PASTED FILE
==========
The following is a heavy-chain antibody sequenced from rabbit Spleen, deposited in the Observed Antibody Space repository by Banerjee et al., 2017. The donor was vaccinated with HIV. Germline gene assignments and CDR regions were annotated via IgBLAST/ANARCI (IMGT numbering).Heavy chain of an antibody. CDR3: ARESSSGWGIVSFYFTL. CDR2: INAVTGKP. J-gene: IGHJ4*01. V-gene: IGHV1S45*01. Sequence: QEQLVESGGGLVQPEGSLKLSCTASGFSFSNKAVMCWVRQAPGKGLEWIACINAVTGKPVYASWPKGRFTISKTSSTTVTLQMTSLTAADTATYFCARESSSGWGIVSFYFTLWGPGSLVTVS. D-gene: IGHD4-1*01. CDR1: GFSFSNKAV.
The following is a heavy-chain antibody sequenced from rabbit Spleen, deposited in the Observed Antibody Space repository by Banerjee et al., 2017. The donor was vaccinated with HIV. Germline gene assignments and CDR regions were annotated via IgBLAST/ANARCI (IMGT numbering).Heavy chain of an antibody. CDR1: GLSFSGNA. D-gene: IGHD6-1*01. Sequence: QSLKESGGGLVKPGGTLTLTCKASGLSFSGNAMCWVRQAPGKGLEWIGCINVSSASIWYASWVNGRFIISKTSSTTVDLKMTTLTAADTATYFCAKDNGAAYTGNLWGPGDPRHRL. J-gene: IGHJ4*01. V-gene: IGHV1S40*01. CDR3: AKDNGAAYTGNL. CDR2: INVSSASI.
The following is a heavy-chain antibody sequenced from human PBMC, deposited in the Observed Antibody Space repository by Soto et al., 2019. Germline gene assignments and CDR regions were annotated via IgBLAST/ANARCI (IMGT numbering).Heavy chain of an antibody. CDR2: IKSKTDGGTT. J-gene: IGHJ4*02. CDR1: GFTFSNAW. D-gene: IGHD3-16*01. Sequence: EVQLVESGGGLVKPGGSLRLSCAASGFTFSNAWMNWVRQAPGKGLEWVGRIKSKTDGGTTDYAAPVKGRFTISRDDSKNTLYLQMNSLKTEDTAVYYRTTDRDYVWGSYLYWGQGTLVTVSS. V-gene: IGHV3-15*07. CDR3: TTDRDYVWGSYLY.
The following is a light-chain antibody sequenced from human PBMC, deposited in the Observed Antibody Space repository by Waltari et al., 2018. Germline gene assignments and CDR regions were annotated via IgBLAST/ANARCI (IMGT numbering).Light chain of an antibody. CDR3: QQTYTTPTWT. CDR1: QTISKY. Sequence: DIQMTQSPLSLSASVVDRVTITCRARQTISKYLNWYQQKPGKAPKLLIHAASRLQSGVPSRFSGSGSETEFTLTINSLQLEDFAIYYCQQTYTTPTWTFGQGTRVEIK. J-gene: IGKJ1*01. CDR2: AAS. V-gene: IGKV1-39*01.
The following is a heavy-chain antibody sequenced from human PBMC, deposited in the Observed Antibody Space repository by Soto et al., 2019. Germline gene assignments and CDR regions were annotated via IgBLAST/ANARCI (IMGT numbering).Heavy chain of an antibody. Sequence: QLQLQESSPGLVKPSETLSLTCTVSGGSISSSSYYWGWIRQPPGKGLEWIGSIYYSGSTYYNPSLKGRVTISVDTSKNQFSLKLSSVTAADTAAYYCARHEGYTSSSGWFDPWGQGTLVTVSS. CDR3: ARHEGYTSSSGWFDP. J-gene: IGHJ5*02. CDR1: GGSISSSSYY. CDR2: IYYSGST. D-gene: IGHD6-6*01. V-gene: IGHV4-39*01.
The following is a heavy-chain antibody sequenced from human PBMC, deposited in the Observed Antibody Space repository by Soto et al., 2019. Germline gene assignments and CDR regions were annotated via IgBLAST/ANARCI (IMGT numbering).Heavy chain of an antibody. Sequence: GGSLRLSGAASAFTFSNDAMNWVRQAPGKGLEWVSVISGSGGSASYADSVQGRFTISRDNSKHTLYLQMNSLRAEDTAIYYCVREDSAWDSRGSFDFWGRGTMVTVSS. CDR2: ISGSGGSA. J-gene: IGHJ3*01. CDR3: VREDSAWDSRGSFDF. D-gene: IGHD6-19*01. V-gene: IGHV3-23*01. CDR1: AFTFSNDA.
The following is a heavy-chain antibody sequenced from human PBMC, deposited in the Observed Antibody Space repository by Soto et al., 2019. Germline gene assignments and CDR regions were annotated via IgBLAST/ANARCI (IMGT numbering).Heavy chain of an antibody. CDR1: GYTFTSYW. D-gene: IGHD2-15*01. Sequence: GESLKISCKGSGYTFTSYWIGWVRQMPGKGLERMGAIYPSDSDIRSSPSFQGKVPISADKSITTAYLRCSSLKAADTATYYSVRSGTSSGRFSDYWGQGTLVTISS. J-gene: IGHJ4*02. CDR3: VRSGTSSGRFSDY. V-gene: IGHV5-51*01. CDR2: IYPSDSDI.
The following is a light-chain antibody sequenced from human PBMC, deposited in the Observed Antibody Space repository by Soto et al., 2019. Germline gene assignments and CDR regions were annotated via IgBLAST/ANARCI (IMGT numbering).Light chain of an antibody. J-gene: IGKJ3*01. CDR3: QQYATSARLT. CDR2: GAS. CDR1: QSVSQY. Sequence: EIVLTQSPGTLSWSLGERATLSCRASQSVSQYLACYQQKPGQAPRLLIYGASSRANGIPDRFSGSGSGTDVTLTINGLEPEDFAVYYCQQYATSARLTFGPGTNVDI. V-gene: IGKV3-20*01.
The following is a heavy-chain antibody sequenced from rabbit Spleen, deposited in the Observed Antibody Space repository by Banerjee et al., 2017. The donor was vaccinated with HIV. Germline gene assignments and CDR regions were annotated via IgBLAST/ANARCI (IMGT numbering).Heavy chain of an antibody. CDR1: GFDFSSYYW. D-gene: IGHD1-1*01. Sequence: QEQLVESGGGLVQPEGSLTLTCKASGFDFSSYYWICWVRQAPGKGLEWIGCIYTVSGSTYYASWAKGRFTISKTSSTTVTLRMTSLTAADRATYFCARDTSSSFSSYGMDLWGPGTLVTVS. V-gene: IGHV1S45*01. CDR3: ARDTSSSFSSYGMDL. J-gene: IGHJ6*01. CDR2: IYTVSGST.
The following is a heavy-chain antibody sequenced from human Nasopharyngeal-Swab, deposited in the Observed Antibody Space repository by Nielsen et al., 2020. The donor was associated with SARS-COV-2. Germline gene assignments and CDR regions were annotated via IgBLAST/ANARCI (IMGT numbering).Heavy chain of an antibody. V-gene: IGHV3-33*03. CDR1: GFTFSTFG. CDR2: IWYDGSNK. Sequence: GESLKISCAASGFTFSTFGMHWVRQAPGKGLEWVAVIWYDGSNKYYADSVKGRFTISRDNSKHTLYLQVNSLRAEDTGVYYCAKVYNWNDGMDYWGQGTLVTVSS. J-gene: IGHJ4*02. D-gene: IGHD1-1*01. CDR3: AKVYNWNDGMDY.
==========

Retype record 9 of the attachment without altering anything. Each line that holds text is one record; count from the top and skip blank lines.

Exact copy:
The following is a heavy-chain antibody sequenced from rabbit Spleen, deposited in the Observed Antibody Space repository by Banerjee et al., 2017. The donor was vaccinated with HIV. Germline gene assignments and CDR regions were annotated via IgBLAST/ANARCI (IMGT numbering).Heavy chain of an antibody. CDR1: GFDFSSYYW. D-gene: IGHD1-1*01. Sequence: QEQLVESGGGLVQPEGSLTLTCKASGFDFSSYYWICWVRQAPGKGLEWIGCIYTVSGSTYYASWAKGRFTISKTSSTTVTLRMTSLTAADRATYFCARDTSSSFSSYGMDLWGPGTLVTVS. V-gene: IGHV1S45*01. CDR3: ARDTSSSFSSYGMDL. J-gene: IGHJ6*01. CDR2: IYTVSGST.